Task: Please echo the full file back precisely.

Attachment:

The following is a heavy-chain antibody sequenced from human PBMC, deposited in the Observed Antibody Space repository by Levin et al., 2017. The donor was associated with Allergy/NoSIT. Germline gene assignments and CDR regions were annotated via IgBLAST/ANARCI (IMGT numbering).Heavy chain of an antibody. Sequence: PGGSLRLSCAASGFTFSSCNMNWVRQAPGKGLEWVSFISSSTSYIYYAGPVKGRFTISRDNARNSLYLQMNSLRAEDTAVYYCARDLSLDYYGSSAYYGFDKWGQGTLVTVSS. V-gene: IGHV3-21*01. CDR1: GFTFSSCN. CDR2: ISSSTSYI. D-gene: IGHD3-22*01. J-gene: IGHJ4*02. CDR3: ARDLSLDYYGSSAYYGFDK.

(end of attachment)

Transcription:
The following is a heavy-chain antibody sequenced from human PBMC, deposited in the Observed Antibody Space repository by Levin et al., 2017. The donor was associated with Allergy/NoSIT. Germline gene assignments and CDR regions were annotated via IgBLAST/ANARCI (IMGT numbering).Heavy chain of an antibody. Sequence: PGGSLRLSCAASGFTFSSCNMNWVRQAPGKGLEWVSFISSSTSYIYYAGPVKGRFTISRDNARNSLYLQMNSLRAEDTAVYYCARDLSLDYYGSSAYYGFDKWGQGTLVTVSS. V-gene: IGHV3-21*01. CDR1: GFTFSSCN. CDR2: ISSSTSYI. D-gene: IGHD3-22*01. J-gene: IGHJ4*02. CDR3: ARDLSLDYYGSSAYYGFDK.